Helping homeless youth

One local woman shares her story of self-sufficiency, thanks to local drop-in center for youth

Crystal Patterson is one example of how the 6th Street Center for Youth helps young people out of homelessness.

Crystal Patterson is one example of how the 6th Street Center for Youth helps young people out of homelessness.

Photo by Ernesto Rivera

Art Under the Awning:
The 6th Street Center for Youth (130 W. Sixth St.) will be holding its biggest annual fundraiser on Oct. 1 at 5 p.m. Cost: $20, includes a barbecue dinner

Crystal Patterson first left her Chico home when she was 14, after years of abuse in her family. She spent the next two years crashing at different friend’s houses, but eventually wore out her welcome. With no couch left to sleep on, she officially became homeless.

Patterson spent her days downtown and around City Plaza and her nights sleeping at Chico State or in Bidwell Park. The hardest part, she said, was the uncertainty she faced every day.

“I didn’t know if I was going to be eating a certain night or where I was going to go,” she said. “During the weekend, some shelters were closed or they had really strict hours and I couldn’t always make it.”

Eventually, through other homeless people she met, Patterson started going to the 6th Street Center for Youth, a local drop-in center catering to young people ages 14-24. It’d take six months, however, for her to be comfortable enough with the staff and environment to take full advantage of the center’s services.

“I was very paranoid,” she said. “I didn’t know if they would report me or if they were trustworthy. It just didn’t seem real that you were able to get food, shower, brush your teeth, and get clean clothes without something in return.”

Those feelings faded as Patterson started talking to the staff members and saw their dedication and compassion.

“They were so welcoming,” she said. “They … let me build trust with them without pushing it. Seeing the way the staff interacted with other homeless youth is what convinced me. They genuinely care about what’s happening to the homeless population and want to help.”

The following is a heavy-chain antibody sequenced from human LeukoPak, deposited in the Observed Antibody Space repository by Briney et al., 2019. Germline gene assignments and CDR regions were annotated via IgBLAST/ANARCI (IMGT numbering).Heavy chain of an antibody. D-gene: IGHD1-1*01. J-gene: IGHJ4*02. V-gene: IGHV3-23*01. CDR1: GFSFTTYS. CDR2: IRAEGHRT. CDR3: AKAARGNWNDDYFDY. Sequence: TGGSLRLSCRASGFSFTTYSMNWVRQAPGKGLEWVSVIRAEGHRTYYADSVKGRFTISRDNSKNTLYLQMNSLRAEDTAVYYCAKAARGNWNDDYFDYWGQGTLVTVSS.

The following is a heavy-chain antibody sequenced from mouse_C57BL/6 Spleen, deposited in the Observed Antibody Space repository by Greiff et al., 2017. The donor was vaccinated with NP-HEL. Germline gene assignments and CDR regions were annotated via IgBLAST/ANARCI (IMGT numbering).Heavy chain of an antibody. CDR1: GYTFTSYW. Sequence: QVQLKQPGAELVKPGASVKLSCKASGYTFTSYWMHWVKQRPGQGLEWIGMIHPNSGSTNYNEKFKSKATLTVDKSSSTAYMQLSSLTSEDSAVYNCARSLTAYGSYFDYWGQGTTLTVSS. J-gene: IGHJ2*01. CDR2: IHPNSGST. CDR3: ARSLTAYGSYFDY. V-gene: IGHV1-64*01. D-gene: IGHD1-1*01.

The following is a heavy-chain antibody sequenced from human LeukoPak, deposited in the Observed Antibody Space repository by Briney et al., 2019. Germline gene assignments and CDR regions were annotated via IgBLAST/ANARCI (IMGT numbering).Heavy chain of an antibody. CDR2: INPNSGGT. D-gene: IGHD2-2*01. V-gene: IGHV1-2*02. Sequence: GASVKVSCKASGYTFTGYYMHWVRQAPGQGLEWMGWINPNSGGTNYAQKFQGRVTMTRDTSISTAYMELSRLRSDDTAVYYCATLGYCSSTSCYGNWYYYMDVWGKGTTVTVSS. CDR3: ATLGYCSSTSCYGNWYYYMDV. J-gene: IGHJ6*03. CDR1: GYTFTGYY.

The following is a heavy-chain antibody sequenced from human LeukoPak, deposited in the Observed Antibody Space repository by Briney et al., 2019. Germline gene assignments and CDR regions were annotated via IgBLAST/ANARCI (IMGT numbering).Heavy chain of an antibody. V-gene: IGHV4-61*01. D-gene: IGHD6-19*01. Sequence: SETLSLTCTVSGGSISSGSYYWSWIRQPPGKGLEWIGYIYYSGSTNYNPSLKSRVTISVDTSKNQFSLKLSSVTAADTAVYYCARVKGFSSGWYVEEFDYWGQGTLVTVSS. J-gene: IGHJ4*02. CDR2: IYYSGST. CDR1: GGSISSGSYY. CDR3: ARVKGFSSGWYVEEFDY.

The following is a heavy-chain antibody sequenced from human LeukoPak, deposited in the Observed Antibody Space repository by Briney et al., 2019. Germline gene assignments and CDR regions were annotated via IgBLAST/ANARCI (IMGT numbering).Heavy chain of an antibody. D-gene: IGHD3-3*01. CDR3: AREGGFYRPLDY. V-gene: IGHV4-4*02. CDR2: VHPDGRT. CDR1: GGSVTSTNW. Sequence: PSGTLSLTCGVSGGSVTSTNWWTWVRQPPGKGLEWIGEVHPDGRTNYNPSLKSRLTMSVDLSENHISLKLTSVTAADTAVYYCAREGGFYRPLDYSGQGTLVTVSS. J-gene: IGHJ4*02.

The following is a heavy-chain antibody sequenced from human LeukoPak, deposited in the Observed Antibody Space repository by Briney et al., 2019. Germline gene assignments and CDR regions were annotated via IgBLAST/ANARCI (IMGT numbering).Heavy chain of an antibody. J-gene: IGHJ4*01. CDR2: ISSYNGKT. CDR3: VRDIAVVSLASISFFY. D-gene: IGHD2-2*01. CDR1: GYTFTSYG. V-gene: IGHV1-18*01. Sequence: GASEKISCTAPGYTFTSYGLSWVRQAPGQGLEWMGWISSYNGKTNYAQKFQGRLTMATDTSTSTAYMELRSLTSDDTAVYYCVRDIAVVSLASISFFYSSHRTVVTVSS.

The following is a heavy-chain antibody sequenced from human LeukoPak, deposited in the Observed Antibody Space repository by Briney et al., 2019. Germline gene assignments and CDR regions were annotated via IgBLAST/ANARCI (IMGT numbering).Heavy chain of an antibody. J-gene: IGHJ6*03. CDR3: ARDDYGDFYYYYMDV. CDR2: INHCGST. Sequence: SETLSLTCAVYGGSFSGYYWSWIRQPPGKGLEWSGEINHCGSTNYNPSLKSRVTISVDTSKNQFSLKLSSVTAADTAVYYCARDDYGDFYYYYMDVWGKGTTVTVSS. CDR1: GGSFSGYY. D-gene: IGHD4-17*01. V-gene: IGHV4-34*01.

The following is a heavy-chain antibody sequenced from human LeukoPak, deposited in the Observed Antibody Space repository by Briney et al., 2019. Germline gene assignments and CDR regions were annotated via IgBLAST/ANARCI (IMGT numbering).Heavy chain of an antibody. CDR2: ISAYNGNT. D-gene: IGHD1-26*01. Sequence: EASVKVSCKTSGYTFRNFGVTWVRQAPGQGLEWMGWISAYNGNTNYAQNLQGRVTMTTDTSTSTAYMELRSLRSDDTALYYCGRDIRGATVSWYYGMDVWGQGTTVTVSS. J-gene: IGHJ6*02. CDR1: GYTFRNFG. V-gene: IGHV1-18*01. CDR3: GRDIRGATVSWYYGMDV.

Because of the center, Patterson went from spending days at City Plaza and nights at Bidwell Park to working two jobs, going to school full time and having a home she shares with her 3-year-old daughter.

The center’s staff helped to get her into a transitional housing program, gave her guidance and encouragement, and even hired her as an outreach specialist to tell her story to other young people in the area and let them know that the center is there to support them.

“If it wasn’t for the center, I know for a fact that I would not be in Chico,” said Patterson, who’s now 22. “I would be an alcoholic; I would probably be addicted to some kind of drug because that’s where my life was heading.”

The 6th Street Center opened in 2008 and aims to help youth who are homeless, marginally housed or runaways transition to a healthy, independent adult lifestyle. The center prides itself on providing a safe environment and making its youth feel valued and capable.

Success stories like Patterson’s are why the center is holding its second annual Art Under the Awning fundraiser this weekend. It will feature live music, a silent art auction with works by local artists including youth at the center, food and more.

Proceeds from the event will go directly to supporting services, which range from basic needs like food, showers and laundry to intensive services like counseling and life skills classes. The program helps more than 300 homeless youths and young adults each year.

Jennifer Barzey, program manager at the center, said the event is an opportunity for the community to see what the center does, meet some of the youth, take a tour, and ask questions.

“We rely so heavily on community support to keep these services going,” Barzey said. “We have hundreds of homeless youth in our community; that’s a community issue. It’s a really powerful thing to see people come out and support what’s going on here. It also means a lot to the young people we serve who often feel alienated or isolated from the larger community.”

To people at the center, keeping services available for the youth is an important solution to addressing the issue of homelessness.

“It’s a window of opportunity to impact lives now so that someone isn’t entering to long-term adult homelessness later,” Barzey said. “This is the time to act.”